The following list was assembled not as a detailed research project, nor was it the product of a survey of the largest churches in America. This list is merely the simple observations of a single staff person. Through conversations with colleagues, countless conventions, and tireless training events, I have surmised that the following are true. You be the real judge. I welcome your opinion.
1. Church Size and Type. Churches are making decisions concerning what type of church they want to be . . . Supersize or Boutique. Churches are mimicking business models. Just as businesses are choosing to specialize only in selected merchandise, a number of churches are directing their focus so that they may be good or the best at a few things. Once refined, they often “franchise” to additional locations. Other churches are choosing “to be all things to all people.” This model requires massive staff, organization, facilities, and of course, money. Both approaches seem to work. Big and small churches are healthy and growing, while at the same time, midsize and neighborhood congregations are disappearing. Incidentally, reports are that . . . 80 percent of Southern Baptists attend churches with more than 1000 in worship each Sunday, about 7 percent of the 45,727 congregations in our denomination.
2. Institutional Internalization. The mission of the church has been lost. For a vast majority of churches, the overwhelming goal of the local congregations seems to be “preservation of the institution,” rather than the “pursuit of the mission.” The energy and resources of the churches have been increasingly directed to staying alive or preserving status quo. In the last 50 years the number of churches has increased by 50 percent while the number of baptisms has plateaued or declined. Church splits and starts seemed to have weakened congregations as the evangelistic zeal has faded.
By Dr. Lemke, Provost, Professor of Philosophy and Ethics, occupying the McFarland Chair of Theology, Director of the Baptist Center for Theology and Ministry, and Editor of the Journal for Baptist Theology and Ministry at New Orleans Baptist Theological Seminary
In a recent post on his “The Big Daddy Weave” blog site, Aaron Weaver questioned the nomination by SEBTS President Danny Akin of Fred Luter to First Vice President of the SBC this year, and the affirmation by SBTS Dean of Theology Russ Moore that Luter should be elected President of the SBC next year at the convention meeting in New Orleans. Furthermore, Weaver discounted the set of recommendations coming from the SBC Executive Committee to the Phoenix convention to make “the convention’s leadership positions more reflective of the growing ethnic diversity in its churches” as an attempt at what Weaver labeled “Affirmative Action.” Weaver’s apparent rejection of these initiatives in the SBC to engage a broader ethnic/racial diversity in the SBC cause me concern at several levels. Let me respectfully voice several of these concerns, starting with some that are less important and moving toward the more important. My primary purpose is to endorse the candidacy of Fred Luter for significant positions of leadership in the SBC, and to affirm the recommendations about greater racial diversity being brought forward at this year’s SBC convention in Phoenix.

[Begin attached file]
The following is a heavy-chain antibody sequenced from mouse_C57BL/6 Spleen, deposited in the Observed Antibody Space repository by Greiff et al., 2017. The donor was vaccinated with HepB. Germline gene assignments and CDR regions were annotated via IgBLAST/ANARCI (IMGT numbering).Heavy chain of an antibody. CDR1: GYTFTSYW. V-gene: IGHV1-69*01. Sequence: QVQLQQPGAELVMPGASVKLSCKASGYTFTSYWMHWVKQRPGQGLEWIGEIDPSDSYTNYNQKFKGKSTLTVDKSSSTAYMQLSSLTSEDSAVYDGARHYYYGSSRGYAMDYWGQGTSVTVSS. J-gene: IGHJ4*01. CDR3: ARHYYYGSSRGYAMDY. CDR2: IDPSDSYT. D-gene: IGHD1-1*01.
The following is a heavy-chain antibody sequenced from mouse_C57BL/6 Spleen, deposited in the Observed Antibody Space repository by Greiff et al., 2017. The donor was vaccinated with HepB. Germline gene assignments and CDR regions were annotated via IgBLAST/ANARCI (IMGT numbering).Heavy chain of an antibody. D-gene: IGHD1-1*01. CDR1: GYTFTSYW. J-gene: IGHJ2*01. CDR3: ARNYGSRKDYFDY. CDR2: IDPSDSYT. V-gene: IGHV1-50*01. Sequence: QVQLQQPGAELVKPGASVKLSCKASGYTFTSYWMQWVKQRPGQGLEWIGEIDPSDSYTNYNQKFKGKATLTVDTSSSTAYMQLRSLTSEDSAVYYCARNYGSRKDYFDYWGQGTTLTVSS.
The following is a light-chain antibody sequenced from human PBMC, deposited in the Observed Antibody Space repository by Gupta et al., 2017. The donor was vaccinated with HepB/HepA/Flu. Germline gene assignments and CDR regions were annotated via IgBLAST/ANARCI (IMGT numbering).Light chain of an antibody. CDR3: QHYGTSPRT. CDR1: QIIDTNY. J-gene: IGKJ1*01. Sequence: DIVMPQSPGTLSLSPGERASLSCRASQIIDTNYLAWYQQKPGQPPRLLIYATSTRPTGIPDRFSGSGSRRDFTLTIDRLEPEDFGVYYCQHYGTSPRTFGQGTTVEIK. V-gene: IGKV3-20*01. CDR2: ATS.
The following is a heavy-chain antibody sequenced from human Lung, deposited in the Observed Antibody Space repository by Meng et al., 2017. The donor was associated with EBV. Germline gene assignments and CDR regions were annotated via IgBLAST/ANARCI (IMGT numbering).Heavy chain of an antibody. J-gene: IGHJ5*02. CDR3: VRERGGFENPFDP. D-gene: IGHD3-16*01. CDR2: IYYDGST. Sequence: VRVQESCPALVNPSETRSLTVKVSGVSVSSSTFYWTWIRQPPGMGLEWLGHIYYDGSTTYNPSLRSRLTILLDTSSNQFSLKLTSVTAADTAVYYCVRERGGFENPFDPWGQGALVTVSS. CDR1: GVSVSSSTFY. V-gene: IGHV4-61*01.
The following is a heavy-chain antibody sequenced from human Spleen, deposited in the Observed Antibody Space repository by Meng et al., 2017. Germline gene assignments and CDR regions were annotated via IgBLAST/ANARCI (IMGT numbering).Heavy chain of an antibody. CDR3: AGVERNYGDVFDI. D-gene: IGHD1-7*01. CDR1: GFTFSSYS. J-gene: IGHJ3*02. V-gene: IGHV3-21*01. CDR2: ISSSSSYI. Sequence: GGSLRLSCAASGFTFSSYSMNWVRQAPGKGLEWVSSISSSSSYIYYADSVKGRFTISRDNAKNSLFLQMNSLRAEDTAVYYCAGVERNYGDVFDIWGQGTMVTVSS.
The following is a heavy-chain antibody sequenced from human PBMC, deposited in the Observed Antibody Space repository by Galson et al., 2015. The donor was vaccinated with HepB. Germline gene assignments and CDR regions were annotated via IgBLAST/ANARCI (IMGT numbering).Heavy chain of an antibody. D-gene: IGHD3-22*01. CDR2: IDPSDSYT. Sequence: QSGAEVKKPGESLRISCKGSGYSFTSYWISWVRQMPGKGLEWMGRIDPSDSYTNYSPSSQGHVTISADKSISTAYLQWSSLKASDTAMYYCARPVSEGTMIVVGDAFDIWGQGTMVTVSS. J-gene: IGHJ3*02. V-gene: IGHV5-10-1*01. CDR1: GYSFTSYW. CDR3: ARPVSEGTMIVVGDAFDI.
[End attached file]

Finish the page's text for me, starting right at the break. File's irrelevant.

The Elder Brother?
To be clear, Weaver is not questioning these moves because he is opposed to greater racial diversity. It doesn’t take long perusing his website (the pictures of Jimmy Carter, Walter Rauschenbusch, and Barbara Jordan among his heroes on the banner to the website might be a clue) that Weaver advocates essentially a liberal Democrat agenda. It does appear clear, however, that his raising the Affirmative Action issue is something of a smokescreen or red herring to bash SBC leadership. Weaver has hosted the website for years, but through these hundreds of posts he does not have a single prior post specifically defending or addressing Affirmative Action. There are, however, dozens of articles critical of SBC leadership. So let’s just be honest and acknowledge that the issue is not Affirmative Action in the first place, but Weaver using it as a pretense to demean SBC leaders. At best, Weaver exemplifies the attitude of the elder brother when the prodigal came back home. If the SBC has been slow to address adequately this issue of greater racial diversity, and Weaver has been further ahead on this issue, at the very least he “has an attitude” about us prodigals coming to ourselves, rather than entering into the joy of the Father for this step of progress.
This week’s podcast is our longest yet, at just over forty-four minutes, but hopefully the discussion will prove worth the time. We didn’t even cover all the topics we intended to address. In times past, such long-windedness would have been laid squarely at the feet of Bart Barber, but since he’s not around to blame, we’ll have to come up with another excuse. We began by addressing the response by Dr. David Allen to a review by Dr. Tom Nettles of a book by Dr. William Dembski. If you think you’re confused now, wait until you hear our discussion. We finished the podcast discussing tithing, antinomianism, and Les Puryear.
Listen to the podcast by using the player below, or subscribe in iTunes by clicking the image in this post or the link in the sidebar. We’d love to hear your ideas on how we can improve the podcast, and we’d also appreciate a review or a rating on our iTunes page. Thanks for listening.
Links to some of the items discussed: